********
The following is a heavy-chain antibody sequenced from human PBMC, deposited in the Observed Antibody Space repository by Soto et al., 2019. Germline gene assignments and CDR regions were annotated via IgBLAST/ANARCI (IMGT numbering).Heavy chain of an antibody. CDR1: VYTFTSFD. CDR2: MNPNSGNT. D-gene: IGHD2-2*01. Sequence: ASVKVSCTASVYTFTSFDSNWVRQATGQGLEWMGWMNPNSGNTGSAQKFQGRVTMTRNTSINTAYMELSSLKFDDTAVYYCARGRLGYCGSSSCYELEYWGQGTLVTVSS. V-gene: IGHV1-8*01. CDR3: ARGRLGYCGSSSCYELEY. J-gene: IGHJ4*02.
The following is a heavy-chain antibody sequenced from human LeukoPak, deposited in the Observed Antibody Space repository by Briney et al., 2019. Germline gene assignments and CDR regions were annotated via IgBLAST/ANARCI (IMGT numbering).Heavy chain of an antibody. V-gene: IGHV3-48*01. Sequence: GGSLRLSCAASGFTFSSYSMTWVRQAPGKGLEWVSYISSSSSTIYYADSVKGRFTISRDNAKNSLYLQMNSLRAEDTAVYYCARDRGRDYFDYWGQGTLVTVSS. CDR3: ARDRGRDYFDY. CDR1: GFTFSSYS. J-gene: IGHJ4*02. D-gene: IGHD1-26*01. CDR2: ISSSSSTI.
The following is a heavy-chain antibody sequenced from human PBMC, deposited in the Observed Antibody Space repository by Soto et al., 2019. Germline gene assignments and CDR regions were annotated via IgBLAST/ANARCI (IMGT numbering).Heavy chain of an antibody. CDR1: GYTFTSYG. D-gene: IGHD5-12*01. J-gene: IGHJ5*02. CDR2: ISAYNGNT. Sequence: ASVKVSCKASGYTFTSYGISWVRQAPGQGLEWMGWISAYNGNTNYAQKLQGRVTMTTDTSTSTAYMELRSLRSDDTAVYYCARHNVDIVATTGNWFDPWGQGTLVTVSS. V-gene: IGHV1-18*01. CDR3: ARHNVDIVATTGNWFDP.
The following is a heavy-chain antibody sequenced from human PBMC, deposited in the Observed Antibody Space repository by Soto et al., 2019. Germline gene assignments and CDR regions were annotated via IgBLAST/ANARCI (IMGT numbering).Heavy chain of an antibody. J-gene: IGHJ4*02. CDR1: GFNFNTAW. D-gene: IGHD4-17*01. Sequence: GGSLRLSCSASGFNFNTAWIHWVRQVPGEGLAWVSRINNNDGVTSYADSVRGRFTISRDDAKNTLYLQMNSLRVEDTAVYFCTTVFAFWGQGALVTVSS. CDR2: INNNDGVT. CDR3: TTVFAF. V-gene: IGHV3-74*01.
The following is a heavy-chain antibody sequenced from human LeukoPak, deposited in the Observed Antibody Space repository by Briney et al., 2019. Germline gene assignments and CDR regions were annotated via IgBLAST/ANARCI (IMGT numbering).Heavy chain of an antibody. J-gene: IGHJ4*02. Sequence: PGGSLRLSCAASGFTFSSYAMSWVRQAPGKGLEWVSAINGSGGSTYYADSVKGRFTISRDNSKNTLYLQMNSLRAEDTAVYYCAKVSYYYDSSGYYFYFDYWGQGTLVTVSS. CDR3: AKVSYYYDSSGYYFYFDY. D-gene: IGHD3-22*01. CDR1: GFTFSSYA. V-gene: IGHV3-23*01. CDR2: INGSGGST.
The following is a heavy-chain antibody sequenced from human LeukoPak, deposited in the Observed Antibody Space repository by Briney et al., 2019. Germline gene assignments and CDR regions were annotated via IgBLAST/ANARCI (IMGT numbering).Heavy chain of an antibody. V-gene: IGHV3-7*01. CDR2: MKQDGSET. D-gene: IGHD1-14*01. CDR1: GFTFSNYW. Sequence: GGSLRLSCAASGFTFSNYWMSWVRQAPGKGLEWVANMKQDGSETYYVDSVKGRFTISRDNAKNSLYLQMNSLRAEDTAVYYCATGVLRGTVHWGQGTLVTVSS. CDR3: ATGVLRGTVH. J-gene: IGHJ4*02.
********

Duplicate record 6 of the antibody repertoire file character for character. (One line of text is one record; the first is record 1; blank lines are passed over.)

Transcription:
The following is a heavy-chain antibody sequenced from human LeukoPak, deposited in the Observed Antibody Space repository by Briney et al., 2019. Germline gene assignments and CDR regions were annotated via IgBLAST/ANARCI (IMGT numbering).Heavy chain of an antibody. V-gene: IGHV3-7*01. CDR2: MKQDGSET. D-gene: IGHD1-14*01. CDR1: GFTFSNYW. Sequence: GGSLRLSCAASGFTFSNYWMSWVRQAPGKGLEWVANMKQDGSETYYVDSVKGRFTISRDNAKNSLYLQMNSLRAEDTAVYYCATGVLRGTVHWGQGTLVTVSS. CDR3: ATGVLRGTVH. J-gene: IGHJ4*02.